“We made it up as we went along,” said Greil at the American Academy of Arts and Sciences on the 24th, and that’s the truth, and that is—I have learned, as I have learned more and more about America in the making of this book—one central truth about Americans. I wanted a book that dealt with poesis, whether the making be that of the Leaves of Grass or the Grand Coulee Dam. At the Bath Boat Works in Bath, Maine, the process of building destroyers in World War II was to improvise their building, including real live sailors in the process of the making of the boats. That is why the US boats were so successful. Building the boat is like a party, a barn-raising party that is hard work and also fun.

I spoke yesterday about what it is like to constitute a group for a group effort if you keep a certain liberty as a necessary element of the coming together. Despite all I said about the long history of this project for me, it really only began when the editorial board was constituted after we all decided we wanted to make the book. The key element at that party was the possibility of aborting the mission. What happens in the coming together to make something under those conditions is that you allow something special to emerge in the group, something that allows it to become a network that strengthen every element of the work, and liberty is built into the object itself.

Edwin Hutchins analyzes the process in a book I love called Cognition in the Wild, and Walter Benjamin analyzes it, too, in his famous “The Work of Art in the Age of its Technological Reproducibilty.” What if—asks Hutchins—we considered the work of the factory workers at a Ford Motor plant not the making of cars but the making of social relations? The car, then, is a side effect. What if—asks Benjamin—we treated the stars in movies as stage props? The best of them, like John Wayne, know that acting wrecks the movie. Ronald Reagan did not understand what Wayne understood implicitly, in his body. What if everyone and everything is subordinate to the process.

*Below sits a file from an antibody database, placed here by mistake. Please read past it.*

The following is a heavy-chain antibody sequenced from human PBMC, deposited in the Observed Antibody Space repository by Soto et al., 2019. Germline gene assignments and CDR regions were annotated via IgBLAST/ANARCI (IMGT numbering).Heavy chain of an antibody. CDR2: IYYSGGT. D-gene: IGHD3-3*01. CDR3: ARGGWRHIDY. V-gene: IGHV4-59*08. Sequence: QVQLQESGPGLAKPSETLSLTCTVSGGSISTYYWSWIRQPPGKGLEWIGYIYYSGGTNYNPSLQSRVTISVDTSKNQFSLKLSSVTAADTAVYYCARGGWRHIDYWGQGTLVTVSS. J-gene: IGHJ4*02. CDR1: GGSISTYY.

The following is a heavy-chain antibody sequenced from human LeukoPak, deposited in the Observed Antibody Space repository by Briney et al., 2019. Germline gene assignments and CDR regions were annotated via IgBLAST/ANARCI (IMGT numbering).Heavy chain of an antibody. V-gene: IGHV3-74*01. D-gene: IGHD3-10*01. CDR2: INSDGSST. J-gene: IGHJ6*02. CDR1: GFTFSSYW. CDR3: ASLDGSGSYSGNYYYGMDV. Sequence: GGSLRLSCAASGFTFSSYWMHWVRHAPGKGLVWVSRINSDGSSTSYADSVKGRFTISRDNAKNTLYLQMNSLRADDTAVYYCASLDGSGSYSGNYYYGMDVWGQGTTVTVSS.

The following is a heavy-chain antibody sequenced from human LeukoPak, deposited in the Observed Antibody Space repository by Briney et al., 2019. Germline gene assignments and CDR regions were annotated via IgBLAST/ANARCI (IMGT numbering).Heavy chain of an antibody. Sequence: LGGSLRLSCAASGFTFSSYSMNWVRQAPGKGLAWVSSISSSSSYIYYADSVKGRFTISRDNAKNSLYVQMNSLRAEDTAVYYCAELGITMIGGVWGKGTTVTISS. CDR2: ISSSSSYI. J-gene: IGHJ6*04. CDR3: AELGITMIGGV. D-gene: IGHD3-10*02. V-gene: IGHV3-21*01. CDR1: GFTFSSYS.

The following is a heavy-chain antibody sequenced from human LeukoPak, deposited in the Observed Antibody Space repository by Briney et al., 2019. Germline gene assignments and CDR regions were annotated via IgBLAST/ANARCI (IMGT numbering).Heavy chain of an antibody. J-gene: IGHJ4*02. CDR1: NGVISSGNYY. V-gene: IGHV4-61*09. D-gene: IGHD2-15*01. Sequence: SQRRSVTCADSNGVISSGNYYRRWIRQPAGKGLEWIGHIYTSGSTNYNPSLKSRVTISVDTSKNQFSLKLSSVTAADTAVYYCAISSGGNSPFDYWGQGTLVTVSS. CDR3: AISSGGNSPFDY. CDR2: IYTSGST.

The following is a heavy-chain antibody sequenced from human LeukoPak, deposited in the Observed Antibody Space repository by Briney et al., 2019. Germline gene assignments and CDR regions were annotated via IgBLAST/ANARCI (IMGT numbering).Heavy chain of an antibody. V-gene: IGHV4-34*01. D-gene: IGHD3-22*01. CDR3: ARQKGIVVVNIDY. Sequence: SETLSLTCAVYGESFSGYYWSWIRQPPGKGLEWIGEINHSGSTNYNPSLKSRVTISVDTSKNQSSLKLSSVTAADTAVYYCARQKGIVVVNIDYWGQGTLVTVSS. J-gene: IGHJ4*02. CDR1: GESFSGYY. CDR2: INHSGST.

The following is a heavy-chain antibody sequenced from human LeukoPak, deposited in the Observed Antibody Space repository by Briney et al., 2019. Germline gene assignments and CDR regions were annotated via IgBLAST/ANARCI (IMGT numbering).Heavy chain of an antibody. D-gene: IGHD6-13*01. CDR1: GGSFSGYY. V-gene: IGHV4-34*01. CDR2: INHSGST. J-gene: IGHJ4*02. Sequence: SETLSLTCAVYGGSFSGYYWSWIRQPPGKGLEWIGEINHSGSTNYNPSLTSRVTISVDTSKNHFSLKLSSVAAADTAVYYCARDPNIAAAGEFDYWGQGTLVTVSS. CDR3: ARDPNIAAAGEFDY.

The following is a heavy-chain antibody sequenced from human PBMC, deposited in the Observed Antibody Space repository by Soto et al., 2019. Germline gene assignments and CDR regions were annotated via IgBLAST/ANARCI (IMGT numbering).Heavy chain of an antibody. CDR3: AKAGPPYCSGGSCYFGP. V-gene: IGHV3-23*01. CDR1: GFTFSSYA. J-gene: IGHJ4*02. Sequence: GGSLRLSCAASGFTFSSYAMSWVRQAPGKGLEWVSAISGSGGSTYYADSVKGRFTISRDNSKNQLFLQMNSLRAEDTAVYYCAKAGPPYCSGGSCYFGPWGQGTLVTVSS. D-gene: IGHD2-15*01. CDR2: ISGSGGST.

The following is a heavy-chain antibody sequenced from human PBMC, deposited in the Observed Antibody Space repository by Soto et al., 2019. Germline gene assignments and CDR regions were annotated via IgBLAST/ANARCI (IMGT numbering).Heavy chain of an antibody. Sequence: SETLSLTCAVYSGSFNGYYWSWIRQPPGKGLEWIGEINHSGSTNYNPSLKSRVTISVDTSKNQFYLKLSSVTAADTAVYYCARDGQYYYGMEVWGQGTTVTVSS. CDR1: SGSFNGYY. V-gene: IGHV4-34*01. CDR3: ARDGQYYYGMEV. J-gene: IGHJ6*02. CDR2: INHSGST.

In Greil’s great essay on The Manchurian Candidate in his 1995 HUP book The Dustbin of History, he makes the (to me, when I first read it) daring hypothesis, totally congruent with what Hutchins and Benjamin say, that the reason this movie is so incendiary, why it needed to be locked up for years after it was made, is because of how it was made. Hutchins says it is amazing that sailors of varying IQ’s can perform like geniuses sailing a boat from San Diego to Honolulu, but it is because when people and things come together –with people fully respecting things—that the intelligence level of everyone becomes that of a genius. Greil writes that in The Manchurian Candidate all the actors are acting over their heads, “diving into material they’ve chosen, or been given, in every case outstripping the material and themselves.” What were the components? The novel was not so hot. Sinatra’s career was on the rocks, and yet the film rocks, as no film did between Citizen Kane and Apocalypse Now. What Greil said about that movie applies to our project too, exactly.

What if this is the way we made our book, what difference does that make for the reader? What happens is that the reader is invited to become a part of the network and let its electricity flow through him or her and become a genius we discovered in our subjects in the making of the book. I have always noticed the way the best writing, like that of HUP author John O’Malley in his Four Cultures of the West gives me the experience of being as smart and as knowledgeable as the author. It’s not true, and yet there is a residual gain in intelligence for me when I throw myself into a book like John’s. In this case, our New Literary History, it is happening on a mass level.

This is a literary history that could be written only after the Tennessee Valley got electricity. At a time when big people write big books promising to give you the final word on matters of the utmost importance, like who invented the human soul and how? Our book gives you, the reader, the final word. You have the liberty of constellating the entries into patterns you recognize. We hope to have put enough elemental gestures into this book to snag the attention of the most recalcitrant reader and invite them to join the party.